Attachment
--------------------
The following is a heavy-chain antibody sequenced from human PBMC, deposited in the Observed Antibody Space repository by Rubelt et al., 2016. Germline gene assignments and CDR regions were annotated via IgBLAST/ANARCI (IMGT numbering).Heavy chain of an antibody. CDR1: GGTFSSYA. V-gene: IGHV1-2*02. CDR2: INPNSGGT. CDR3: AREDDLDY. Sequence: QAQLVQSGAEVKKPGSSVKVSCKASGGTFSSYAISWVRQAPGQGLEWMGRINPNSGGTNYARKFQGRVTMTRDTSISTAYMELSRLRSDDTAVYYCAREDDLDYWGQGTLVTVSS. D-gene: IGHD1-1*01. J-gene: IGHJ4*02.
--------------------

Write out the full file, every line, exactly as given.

The following is a heavy-chain antibody sequenced from human PBMC, deposited in the Observed Antibody Space repository by Rubelt et al., 2016. Germline gene assignments and CDR regions were annotated via IgBLAST/ANARCI (IMGT numbering).Heavy chain of an antibody. CDR1: GGTFSSYA. V-gene: IGHV1-2*02. CDR2: INPNSGGT. CDR3: AREDDLDY. Sequence: QAQLVQSGAEVKKPGSSVKVSCKASGGTFSSYAISWVRQAPGQGLEWMGRINPNSGGTNYARKFQGRVTMTRDTSISTAYMELSRLRSDDTAVYYCAREDDLDYWGQGTLVTVSS. D-gene: IGHD1-1*01. J-gene: IGHJ4*02.